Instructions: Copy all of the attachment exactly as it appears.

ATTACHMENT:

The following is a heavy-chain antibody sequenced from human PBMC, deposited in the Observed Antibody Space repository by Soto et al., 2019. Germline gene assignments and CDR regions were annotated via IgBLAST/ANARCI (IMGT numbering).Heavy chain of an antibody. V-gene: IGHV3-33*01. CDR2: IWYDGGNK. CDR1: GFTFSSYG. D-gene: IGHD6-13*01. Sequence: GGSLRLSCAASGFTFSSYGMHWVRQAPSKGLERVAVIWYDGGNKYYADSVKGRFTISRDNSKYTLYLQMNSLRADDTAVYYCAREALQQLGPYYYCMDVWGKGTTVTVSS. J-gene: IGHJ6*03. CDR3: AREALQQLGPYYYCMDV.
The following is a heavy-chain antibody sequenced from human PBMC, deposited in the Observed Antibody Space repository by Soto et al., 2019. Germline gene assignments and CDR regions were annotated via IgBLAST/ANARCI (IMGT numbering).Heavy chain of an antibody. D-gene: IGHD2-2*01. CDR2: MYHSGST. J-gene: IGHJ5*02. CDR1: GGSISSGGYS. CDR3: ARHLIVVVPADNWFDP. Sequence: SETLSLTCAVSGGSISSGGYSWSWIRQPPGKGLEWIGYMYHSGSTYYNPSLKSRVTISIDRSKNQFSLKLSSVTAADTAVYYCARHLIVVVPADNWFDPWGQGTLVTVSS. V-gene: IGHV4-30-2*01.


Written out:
The following is a heavy-chain antibody sequenced from human PBMC, deposited in the Observed Antibody Space repository by Soto et al., 2019. Germline gene assignments and CDR regions were annotated via IgBLAST/ANARCI (IMGT numbering).Heavy chain of an antibody. V-gene: IGHV3-33*01. CDR2: IWYDGGNK. CDR1: GFTFSSYG. D-gene: IGHD6-13*01. Sequence: GGSLRLSCAASGFTFSSYGMHWVRQAPSKGLERVAVIWYDGGNKYYADSVKGRFTISRDNSKYTLYLQMNSLRADDTAVYYCAREALQQLGPYYYCMDVWGKGTTVTVSS. J-gene: IGHJ6*03. CDR3: AREALQQLGPYYYCMDV.
The following is a heavy-chain antibody sequenced from human PBMC, deposited in the Observed Antibody Space repository by Soto et al., 2019. Germline gene assignments and CDR regions were annotated via IgBLAST/ANARCI (IMGT numbering).Heavy chain of an antibody. D-gene: IGHD2-2*01. CDR2: MYHSGST. J-gene: IGHJ5*02. CDR1: GGSISSGGYS. CDR3: ARHLIVVVPADNWFDP. Sequence: SETLSLTCAVSGGSISSGGYSWSWIRQPPGKGLEWIGYMYHSGSTYYNPSLKSRVTISIDRSKNQFSLKLSSVTAADTAVYYCARHLIVVVPADNWFDPWGQGTLVTVSS. V-gene: IGHV4-30-2*01.